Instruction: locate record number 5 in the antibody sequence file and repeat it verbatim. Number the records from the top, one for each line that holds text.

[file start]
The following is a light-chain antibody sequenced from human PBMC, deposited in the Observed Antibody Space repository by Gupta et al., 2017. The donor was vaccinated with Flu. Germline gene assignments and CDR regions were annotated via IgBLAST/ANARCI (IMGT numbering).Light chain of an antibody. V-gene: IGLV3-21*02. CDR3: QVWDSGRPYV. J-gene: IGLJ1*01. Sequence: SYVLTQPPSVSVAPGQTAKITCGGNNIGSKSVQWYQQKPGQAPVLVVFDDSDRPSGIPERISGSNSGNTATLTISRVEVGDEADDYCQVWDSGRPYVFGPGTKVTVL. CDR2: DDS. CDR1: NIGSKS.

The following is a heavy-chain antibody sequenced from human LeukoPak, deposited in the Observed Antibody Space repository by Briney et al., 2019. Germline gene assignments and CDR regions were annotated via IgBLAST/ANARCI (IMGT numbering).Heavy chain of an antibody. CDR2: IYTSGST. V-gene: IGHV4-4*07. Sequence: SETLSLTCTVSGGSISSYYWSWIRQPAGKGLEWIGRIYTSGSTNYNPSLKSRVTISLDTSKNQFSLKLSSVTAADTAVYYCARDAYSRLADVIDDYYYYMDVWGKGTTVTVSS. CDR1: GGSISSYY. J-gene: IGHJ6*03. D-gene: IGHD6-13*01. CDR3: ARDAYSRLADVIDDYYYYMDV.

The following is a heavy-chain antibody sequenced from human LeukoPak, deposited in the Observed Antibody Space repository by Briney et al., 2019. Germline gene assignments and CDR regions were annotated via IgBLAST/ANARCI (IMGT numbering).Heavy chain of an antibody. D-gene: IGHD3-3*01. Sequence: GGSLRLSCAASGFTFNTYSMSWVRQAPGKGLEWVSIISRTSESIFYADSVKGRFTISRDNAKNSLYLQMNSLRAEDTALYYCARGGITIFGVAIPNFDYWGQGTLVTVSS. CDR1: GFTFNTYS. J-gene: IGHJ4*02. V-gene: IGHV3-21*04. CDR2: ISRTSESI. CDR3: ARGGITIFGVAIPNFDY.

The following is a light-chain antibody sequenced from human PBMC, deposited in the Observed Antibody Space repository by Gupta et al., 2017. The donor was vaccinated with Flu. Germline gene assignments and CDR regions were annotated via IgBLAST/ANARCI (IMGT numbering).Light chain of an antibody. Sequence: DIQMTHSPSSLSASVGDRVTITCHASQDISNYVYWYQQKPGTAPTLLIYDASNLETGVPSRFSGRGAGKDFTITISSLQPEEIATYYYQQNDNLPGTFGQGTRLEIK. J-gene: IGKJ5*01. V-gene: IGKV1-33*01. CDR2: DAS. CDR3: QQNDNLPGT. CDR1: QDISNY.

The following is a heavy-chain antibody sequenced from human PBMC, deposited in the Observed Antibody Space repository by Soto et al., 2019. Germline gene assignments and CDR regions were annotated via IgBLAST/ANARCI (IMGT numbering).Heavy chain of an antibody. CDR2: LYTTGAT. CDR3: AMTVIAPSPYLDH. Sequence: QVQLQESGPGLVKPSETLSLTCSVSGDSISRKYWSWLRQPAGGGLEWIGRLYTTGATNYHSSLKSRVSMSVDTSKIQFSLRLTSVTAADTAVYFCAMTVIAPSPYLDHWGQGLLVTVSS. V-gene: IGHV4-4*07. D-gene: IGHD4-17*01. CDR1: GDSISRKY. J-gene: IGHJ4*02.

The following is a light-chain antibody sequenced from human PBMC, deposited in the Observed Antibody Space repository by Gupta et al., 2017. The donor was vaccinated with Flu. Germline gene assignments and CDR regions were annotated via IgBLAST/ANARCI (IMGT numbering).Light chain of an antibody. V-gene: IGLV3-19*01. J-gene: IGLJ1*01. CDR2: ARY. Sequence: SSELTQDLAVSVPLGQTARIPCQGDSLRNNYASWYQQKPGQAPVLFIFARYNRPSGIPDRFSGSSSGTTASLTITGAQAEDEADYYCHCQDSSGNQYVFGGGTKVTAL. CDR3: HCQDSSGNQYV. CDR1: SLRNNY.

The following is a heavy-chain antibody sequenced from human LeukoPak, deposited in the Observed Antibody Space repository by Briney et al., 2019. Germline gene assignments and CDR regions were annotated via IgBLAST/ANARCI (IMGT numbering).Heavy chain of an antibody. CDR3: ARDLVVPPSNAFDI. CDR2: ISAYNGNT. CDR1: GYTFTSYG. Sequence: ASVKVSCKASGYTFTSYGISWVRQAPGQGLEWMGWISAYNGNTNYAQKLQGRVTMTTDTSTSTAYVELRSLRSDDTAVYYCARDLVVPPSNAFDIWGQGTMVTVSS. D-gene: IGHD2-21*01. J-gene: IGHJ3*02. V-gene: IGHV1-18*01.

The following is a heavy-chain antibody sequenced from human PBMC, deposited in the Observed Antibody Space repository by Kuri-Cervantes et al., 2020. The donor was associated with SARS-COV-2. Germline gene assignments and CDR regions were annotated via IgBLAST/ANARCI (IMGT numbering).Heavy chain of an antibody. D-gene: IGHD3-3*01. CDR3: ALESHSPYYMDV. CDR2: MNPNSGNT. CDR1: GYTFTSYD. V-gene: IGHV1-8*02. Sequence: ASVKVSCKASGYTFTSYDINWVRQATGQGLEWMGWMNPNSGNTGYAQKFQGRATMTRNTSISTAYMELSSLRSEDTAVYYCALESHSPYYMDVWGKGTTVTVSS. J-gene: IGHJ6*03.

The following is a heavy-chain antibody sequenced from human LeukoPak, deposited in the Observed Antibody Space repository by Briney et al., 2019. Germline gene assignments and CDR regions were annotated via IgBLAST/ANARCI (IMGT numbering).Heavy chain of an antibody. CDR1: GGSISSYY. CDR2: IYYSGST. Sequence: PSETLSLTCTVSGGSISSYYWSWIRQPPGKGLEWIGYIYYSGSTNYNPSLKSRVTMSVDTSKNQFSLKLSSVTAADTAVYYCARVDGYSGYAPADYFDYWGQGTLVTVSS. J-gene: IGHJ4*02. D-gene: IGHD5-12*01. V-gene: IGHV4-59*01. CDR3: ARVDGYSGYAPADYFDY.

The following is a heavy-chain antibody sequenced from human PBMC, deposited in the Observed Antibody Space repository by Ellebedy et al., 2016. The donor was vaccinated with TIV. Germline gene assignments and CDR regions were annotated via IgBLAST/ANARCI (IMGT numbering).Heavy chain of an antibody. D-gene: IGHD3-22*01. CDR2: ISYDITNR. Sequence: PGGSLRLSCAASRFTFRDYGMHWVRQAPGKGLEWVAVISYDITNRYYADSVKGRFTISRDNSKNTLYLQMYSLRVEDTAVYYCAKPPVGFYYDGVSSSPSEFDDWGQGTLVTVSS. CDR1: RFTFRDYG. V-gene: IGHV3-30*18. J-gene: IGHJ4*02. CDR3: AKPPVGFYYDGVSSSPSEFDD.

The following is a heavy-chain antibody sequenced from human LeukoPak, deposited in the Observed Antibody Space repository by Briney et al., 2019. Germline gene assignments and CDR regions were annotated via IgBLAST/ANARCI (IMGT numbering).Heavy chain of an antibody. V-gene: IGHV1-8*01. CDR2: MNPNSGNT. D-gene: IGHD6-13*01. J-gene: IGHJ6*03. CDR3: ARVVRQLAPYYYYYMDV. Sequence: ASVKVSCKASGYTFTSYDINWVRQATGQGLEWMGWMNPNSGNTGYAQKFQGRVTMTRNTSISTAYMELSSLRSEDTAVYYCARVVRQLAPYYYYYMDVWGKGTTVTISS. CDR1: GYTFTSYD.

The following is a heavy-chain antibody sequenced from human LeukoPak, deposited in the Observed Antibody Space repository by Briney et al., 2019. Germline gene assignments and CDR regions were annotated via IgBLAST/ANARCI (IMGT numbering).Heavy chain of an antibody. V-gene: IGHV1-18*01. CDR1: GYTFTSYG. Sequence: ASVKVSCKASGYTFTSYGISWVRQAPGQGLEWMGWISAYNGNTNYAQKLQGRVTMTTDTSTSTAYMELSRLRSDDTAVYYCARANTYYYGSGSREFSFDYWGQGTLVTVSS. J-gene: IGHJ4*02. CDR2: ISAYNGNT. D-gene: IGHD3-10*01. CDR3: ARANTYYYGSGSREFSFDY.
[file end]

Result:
The following is a heavy-chain antibody sequenced from human PBMC, deposited in the Observed Antibody Space repository by Soto et al., 2019. Germline gene assignments and CDR regions were annotated via IgBLAST/ANARCI (IMGT numbering).Heavy chain of an antibody. CDR2: LYTTGAT. CDR3: AMTVIAPSPYLDH. Sequence: QVQLQESGPGLVKPSETLSLTCSVSGDSISRKYWSWLRQPAGGGLEWIGRLYTTGATNYHSSLKSRVSMSVDTSKIQFSLRLTSVTAADTAVYFCAMTVIAPSPYLDHWGQGLLVTVSS. V-gene: IGHV4-4*07. D-gene: IGHD4-17*01. CDR1: GDSISRKY. J-gene: IGHJ4*02.